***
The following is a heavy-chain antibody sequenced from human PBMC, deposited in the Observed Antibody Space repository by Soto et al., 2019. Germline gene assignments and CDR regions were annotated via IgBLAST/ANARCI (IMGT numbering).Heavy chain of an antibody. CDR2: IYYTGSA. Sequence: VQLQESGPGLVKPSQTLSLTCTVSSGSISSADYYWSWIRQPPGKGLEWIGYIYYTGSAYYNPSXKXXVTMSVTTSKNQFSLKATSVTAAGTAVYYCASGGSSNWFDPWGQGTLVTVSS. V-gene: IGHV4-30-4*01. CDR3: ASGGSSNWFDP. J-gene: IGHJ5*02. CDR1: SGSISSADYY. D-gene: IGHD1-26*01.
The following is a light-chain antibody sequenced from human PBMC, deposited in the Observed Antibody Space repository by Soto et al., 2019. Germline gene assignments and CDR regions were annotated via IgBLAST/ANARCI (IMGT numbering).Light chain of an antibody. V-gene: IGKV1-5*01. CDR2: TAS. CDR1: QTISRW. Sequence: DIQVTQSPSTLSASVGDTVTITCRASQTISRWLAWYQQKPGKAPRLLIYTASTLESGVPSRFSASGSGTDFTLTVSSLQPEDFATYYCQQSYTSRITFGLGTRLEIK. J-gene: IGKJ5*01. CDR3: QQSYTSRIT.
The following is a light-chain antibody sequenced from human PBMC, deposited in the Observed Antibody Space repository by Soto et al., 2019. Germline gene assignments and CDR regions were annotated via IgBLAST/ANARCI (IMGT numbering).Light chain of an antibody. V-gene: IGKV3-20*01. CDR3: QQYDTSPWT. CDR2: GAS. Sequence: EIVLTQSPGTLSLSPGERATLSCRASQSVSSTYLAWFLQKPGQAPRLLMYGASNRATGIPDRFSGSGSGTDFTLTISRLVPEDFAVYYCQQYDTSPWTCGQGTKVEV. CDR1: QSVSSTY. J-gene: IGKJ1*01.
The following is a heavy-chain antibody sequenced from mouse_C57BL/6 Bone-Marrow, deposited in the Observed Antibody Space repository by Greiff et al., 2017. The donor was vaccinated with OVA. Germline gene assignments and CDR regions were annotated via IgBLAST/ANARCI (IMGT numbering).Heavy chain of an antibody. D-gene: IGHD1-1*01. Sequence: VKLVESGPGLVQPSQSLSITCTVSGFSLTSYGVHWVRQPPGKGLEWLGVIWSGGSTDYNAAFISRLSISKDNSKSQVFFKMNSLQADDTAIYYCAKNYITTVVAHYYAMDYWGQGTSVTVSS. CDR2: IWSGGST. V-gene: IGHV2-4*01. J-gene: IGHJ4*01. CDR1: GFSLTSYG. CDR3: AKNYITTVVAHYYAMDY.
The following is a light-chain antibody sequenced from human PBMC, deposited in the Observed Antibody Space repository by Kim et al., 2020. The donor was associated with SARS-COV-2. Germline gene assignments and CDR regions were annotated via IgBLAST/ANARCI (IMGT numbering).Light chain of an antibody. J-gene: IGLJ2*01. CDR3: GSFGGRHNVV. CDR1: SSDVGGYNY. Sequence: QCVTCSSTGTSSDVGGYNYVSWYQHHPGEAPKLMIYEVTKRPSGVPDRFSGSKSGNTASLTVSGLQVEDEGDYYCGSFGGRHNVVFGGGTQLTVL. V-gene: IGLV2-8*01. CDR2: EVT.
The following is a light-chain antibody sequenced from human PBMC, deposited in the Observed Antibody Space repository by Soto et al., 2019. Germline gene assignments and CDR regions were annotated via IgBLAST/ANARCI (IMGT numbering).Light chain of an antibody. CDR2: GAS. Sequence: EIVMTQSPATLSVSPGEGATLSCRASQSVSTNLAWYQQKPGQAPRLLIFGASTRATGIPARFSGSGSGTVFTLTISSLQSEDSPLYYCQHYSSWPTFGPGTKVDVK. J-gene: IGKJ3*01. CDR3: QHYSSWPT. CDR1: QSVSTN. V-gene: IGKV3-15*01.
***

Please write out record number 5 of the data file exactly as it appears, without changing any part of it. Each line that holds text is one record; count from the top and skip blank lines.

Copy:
The following is a light-chain antibody sequenced from human PBMC, deposited in the Observed Antibody Space repository by Kim et al., 2020. The donor was associated with SARS-COV-2. Germline gene assignments and CDR regions were annotated via IgBLAST/ANARCI (IMGT numbering).Light chain of an antibody. J-gene: IGLJ2*01. CDR3: GSFGGRHNVV. CDR1: SSDVGGYNY. Sequence: QCVTCSSTGTSSDVGGYNYVSWYQHHPGEAPKLMIYEVTKRPSGVPDRFSGSKSGNTASLTVSGLQVEDEGDYYCGSFGGRHNVVFGGGTQLTVL. V-gene: IGLV2-8*01. CDR2: EVT.